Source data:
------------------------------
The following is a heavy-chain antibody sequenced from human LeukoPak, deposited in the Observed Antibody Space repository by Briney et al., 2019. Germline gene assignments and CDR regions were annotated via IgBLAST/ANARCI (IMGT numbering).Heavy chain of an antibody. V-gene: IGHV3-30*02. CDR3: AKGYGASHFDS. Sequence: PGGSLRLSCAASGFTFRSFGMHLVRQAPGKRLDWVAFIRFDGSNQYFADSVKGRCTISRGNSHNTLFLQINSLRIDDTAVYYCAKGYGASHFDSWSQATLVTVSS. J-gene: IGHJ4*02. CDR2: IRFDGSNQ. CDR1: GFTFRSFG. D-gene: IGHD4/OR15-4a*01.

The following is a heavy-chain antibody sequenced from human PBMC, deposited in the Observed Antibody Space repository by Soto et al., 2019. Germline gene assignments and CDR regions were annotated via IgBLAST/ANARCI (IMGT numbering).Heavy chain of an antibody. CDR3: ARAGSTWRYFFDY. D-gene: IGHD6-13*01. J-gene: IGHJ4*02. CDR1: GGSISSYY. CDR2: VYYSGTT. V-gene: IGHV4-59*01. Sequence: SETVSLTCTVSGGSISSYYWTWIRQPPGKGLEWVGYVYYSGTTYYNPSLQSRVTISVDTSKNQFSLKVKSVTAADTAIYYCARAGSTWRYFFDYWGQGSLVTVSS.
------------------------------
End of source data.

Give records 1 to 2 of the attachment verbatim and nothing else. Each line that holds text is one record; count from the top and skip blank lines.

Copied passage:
The following is a heavy-chain antibody sequenced from human LeukoPak, deposited in the Observed Antibody Space repository by Briney et al., 2019. Germline gene assignments and CDR regions were annotated via IgBLAST/ANARCI (IMGT numbering).Heavy chain of an antibody. V-gene: IGHV3-30*02. CDR3: AKGYGASHFDS. Sequence: PGGSLRLSCAASGFTFRSFGMHLVRQAPGKRLDWVAFIRFDGSNQYFADSVKGRCTISRGNSHNTLFLQINSLRIDDTAVYYCAKGYGASHFDSWSQATLVTVSS. J-gene: IGHJ4*02. CDR2: IRFDGSNQ. CDR1: GFTFRSFG. D-gene: IGHD4/OR15-4a*01.

The following is a heavy-chain antibody sequenced from human PBMC, deposited in the Observed Antibody Space repository by Soto et al., 2019. Germline gene assignments and CDR regions were annotated via IgBLAST/ANARCI (IMGT numbering).Heavy chain of an antibody. CDR3: ARAGSTWRYFFDY. D-gene: IGHD6-13*01. J-gene: IGHJ4*02. CDR1: GGSISSYY. CDR2: VYYSGTT. V-gene: IGHV4-59*01. Sequence: SETVSLTCTVSGGSISSYYWTWIRQPPGKGLEWVGYVYYSGTTYYNPSLQSRVTISVDTSKNQFSLKVKSVTAADTAIYYCARAGSTWRYFFDYWGQGSLVTVSS.